Did you ever expect to become a con artist? Many have, by accident — falsified loan applications are the most commons type of mortgage con, legal publisher NexisLexis said in its NexisLexis Risk Solutions annual mortgage fraud report. Director Tim Coyle stated that 80 percent of mortgage fraud involves an industry insider, like a broker, loan officer, appraiser or real estate agent. However, it’s the borrower who signs on the bottom line.
Nearly three-fourths of mortgage fraud included the misrepresentation of borrower income, employment or intent to occupy the property. In addition, another 17 percent of scams were credit frauds, which means mortgage applications in which debt that didn’t appear on credit reports was not disclosed, or there was actual misinformation planted in the credit report.
The reason for this increase in fraud, says Mr. Doyle, is that lender guidelines have become so restrictive that those who stand to gain from a transaction, like appraisers, property investors, real estate agents and mortgage brokers, have increasingly resorted to fraud to shore up their profits. However, it’s borrowers whose signatures are on these loan documents who can end up in trouble most easily. Here’s what can happen.
Just One Little Lie
The Joneses (not their real names) wanted to purchase a house. Their credit scores were good, and they had no problem paying their bills with their income — probably because they have a boarder renting a room and a little side business, buying things at garage sales and selling them on eBay. However, the lender wouldn’t count the boarder income or the business earnings because neither of those things were listed on the Joneses’ tax returns.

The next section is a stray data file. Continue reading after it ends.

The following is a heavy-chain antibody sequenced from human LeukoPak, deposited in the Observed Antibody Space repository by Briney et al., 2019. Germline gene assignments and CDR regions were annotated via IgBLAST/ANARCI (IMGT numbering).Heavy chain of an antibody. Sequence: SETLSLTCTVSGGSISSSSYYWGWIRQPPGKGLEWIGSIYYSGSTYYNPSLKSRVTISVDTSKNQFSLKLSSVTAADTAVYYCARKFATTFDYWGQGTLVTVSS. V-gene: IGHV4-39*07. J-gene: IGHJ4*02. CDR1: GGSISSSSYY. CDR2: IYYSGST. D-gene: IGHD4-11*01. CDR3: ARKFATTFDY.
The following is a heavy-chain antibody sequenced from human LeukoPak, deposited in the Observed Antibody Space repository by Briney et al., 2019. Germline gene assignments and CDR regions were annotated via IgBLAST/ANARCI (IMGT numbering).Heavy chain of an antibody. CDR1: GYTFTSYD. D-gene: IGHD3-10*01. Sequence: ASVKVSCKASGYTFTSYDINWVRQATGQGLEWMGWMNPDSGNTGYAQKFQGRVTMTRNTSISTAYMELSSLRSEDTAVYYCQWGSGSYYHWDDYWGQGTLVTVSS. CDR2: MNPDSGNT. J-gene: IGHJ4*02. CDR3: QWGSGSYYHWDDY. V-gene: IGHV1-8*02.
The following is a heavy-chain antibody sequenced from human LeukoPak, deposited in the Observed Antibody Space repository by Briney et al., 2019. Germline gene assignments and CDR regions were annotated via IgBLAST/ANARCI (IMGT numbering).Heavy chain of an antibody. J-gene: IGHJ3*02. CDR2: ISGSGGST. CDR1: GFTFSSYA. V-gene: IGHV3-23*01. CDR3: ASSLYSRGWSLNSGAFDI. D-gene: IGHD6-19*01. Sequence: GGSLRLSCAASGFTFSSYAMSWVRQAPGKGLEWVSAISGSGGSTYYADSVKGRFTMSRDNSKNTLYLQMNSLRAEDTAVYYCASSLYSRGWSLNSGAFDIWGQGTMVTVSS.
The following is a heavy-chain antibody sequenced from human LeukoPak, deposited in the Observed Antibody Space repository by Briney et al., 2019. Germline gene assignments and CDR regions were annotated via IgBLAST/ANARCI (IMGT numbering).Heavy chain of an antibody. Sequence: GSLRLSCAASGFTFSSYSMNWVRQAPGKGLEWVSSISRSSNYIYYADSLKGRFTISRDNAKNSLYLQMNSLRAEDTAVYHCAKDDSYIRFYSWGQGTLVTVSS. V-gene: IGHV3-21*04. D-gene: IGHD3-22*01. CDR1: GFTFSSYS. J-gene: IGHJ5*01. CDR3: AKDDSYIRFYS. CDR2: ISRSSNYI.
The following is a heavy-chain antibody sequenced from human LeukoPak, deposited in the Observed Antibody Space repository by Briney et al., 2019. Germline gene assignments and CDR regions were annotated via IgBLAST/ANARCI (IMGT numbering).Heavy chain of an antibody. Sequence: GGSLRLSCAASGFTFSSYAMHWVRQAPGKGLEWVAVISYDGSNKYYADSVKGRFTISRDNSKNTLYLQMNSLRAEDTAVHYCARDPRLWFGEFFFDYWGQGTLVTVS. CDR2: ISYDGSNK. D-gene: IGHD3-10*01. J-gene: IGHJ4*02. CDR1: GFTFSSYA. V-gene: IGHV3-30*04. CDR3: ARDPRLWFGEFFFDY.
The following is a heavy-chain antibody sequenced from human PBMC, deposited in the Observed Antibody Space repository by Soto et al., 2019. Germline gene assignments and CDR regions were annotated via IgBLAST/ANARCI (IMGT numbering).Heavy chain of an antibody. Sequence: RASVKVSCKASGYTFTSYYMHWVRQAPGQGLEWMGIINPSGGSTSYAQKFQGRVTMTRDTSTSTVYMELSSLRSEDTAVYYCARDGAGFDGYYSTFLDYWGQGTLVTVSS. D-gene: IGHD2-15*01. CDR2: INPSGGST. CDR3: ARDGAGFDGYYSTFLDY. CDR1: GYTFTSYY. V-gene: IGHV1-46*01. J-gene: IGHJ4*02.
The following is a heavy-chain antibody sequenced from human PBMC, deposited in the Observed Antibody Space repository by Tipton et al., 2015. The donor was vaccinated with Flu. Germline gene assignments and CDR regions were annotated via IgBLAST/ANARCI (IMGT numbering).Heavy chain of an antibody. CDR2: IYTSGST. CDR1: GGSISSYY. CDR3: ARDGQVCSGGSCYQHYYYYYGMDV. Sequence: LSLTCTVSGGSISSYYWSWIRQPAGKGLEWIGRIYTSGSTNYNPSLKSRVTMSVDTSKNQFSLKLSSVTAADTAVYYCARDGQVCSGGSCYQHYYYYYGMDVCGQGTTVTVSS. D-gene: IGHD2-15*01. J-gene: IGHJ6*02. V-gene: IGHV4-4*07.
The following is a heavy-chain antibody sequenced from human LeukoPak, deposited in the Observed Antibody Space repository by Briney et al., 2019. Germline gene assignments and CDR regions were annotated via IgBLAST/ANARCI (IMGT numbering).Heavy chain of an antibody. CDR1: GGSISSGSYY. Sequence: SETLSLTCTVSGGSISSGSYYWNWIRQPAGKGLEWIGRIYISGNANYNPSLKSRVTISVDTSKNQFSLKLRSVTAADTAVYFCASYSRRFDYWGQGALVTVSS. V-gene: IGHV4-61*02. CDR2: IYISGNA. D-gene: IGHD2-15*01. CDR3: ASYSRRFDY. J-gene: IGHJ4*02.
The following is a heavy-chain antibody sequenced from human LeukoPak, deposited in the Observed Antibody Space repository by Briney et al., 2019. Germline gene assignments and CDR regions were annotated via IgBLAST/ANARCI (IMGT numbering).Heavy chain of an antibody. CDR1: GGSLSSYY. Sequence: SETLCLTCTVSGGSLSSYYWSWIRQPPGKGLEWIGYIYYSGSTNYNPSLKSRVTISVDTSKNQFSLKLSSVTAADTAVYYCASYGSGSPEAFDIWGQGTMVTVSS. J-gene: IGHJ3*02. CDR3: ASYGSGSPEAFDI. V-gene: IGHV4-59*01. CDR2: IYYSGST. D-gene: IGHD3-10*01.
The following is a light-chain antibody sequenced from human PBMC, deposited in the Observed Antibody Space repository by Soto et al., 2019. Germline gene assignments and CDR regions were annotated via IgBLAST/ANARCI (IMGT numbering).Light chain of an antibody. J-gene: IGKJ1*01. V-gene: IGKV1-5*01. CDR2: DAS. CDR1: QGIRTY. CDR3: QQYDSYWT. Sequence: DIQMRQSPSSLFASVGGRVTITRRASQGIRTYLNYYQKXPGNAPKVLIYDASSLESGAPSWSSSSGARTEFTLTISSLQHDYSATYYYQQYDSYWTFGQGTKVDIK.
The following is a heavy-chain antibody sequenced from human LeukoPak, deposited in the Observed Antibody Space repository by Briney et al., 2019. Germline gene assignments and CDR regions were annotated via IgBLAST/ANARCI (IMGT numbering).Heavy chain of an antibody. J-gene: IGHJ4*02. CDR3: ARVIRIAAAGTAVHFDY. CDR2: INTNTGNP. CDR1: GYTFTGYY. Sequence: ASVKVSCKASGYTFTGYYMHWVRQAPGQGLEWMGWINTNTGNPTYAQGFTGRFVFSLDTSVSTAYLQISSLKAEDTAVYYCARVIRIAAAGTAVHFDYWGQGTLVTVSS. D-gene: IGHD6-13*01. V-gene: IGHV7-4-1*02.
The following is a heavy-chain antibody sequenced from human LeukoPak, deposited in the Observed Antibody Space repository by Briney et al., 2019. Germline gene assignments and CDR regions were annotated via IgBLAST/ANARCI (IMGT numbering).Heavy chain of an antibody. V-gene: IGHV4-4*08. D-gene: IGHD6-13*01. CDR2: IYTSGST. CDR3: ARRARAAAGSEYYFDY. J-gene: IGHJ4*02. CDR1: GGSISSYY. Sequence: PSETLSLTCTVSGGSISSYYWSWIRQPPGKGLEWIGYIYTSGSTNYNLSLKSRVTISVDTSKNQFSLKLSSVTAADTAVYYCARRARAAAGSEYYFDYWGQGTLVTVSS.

The mortgage broker was stumped — in the past, he’d have just found them a stated income mortgage, but today those loans don’t exist. To get around this income problem, which he didn’t consider a “real” problem because they actually have the income, he “bumped up” the earnings on the Joneses mortgage application and added “new and improved” W-2s to the file. The couple was none the wiser, and they got their house. However, the loan was eventually audited, and the W-2s from the IRS didn’t match those in the loan file. The Joneses now have to defend themselves against a criminal charge.
Read Your Documents, or Go to Jail
All this could have been prevented by carefully reading before signing their application and their final loan documents.
- Never sign a blank mortgage application
- Never sign loan documents (the final paperwork contains a final mortgage application with the information used to grant the loan approval) without reading them and resolving discrepencies.
- Never let a real estate agent or lender talk you into misrepresenting anything — in no instance is that ever legal.
While the example above doesn’t seem so terrible (the underwriter wouldn’t count income that they truly earn, so are they really lying?), it’s still criminal. And underwriters have good reasons for disallowing that sort of income — because statistically, people relying on unstable sources of income default at a higher rate.
If the only way you can get loan approval is to lie, it’s flat-out fraud. Don’t go there.
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